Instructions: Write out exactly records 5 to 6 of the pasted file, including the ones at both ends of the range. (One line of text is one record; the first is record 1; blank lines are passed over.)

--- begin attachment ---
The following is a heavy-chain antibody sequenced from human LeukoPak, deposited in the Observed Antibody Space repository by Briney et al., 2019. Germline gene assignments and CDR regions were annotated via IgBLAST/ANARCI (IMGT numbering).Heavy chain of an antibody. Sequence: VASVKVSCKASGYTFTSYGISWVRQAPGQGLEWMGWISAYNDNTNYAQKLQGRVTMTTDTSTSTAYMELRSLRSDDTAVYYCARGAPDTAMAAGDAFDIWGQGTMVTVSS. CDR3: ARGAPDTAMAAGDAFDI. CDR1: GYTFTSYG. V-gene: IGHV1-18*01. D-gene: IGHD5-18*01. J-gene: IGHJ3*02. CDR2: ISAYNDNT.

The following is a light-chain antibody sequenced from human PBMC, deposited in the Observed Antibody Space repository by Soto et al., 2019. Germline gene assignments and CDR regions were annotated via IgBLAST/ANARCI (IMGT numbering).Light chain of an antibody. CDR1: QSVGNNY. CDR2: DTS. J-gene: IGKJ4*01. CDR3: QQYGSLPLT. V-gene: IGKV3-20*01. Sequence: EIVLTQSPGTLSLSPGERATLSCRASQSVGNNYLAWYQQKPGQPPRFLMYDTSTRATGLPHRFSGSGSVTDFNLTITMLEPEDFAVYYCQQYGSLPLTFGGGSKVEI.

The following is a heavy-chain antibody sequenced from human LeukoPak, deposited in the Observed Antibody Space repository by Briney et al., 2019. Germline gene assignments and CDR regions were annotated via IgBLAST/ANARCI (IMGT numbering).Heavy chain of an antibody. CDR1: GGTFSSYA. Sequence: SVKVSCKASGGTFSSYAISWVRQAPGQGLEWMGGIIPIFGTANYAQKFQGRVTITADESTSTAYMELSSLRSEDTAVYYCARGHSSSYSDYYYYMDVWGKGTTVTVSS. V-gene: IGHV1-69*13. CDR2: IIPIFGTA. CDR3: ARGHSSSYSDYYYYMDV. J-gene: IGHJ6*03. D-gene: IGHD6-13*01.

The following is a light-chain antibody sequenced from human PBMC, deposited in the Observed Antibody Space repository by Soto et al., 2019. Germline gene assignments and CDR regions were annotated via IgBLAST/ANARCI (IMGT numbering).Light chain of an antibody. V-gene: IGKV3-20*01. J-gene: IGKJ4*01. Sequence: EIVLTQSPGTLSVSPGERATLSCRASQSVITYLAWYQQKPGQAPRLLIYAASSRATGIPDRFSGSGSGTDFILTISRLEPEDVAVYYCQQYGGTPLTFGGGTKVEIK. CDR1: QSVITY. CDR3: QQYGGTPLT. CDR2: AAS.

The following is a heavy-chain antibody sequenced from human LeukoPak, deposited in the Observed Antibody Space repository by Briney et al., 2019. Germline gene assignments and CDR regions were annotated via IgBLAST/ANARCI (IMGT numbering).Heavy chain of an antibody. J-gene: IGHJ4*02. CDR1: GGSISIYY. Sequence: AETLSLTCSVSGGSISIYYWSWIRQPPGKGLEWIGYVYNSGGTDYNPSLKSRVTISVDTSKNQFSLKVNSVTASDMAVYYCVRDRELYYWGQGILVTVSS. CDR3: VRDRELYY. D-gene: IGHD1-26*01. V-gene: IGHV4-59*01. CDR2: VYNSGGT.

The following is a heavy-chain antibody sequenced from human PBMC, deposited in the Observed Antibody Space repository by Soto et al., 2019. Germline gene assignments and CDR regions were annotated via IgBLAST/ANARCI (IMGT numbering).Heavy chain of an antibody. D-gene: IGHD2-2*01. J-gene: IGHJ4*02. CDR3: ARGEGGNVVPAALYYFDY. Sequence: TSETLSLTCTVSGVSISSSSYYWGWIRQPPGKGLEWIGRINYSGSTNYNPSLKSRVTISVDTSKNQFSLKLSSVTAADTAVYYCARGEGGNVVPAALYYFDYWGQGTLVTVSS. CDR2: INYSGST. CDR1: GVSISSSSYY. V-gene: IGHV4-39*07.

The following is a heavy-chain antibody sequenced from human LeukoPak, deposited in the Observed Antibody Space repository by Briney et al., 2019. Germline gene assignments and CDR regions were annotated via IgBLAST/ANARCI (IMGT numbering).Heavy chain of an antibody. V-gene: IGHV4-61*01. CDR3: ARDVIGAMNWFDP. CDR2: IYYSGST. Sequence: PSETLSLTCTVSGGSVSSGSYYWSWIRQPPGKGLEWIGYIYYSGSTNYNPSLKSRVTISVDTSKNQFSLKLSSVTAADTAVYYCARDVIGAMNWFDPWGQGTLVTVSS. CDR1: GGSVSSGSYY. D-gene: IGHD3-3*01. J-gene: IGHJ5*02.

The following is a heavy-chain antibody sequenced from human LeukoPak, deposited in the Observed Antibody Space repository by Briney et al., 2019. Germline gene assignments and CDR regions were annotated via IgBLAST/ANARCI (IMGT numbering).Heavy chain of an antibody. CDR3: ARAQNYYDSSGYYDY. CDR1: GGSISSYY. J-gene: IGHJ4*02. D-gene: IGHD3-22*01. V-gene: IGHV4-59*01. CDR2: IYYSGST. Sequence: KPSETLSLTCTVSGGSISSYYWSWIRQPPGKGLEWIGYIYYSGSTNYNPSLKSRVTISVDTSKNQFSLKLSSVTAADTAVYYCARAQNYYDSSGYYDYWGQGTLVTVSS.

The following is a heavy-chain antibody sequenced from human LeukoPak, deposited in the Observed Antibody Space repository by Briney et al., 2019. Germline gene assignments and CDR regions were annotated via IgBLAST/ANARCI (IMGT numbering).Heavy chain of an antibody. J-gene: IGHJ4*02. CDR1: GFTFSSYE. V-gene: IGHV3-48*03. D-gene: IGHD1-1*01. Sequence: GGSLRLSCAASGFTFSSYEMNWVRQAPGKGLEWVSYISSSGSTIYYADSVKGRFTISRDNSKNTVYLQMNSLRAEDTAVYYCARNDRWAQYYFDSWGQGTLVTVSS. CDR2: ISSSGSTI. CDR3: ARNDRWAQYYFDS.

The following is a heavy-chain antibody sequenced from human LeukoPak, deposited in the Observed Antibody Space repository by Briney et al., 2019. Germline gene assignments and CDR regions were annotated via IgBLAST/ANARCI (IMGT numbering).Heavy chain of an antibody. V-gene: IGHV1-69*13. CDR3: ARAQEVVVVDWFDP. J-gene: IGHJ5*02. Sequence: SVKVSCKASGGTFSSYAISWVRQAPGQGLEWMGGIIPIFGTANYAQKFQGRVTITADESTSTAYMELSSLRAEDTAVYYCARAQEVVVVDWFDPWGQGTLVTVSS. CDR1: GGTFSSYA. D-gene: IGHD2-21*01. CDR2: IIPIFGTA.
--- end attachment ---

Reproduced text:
The following is a heavy-chain antibody sequenced from human LeukoPak, deposited in the Observed Antibody Space repository by Briney et al., 2019. Germline gene assignments and CDR regions were annotated via IgBLAST/ANARCI (IMGT numbering).Heavy chain of an antibody. J-gene: IGHJ4*02. CDR1: GGSISIYY. Sequence: AETLSLTCSVSGGSISIYYWSWIRQPPGKGLEWIGYVYNSGGTDYNPSLKSRVTISVDTSKNQFSLKVNSVTASDMAVYYCVRDRELYYWGQGILVTVSS. CDR3: VRDRELYY. D-gene: IGHD1-26*01. V-gene: IGHV4-59*01. CDR2: VYNSGGT.

The following is a heavy-chain antibody sequenced from human PBMC, deposited in the Observed Antibody Space repository by Soto et al., 2019. Germline gene assignments and CDR regions were annotated via IgBLAST/ANARCI (IMGT numbering).Heavy chain of an antibody. D-gene: IGHD2-2*01. J-gene: IGHJ4*02. CDR3: ARGEGGNVVPAALYYFDY. Sequence: TSETLSLTCTVSGVSISSSSYYWGWIRQPPGKGLEWIGRINYSGSTNYNPSLKSRVTISVDTSKNQFSLKLSSVTAADTAVYYCARGEGGNVVPAALYYFDYWGQGTLVTVSS. CDR2: INYSGST. CDR1: GVSISSSSYY. V-gene: IGHV4-39*07.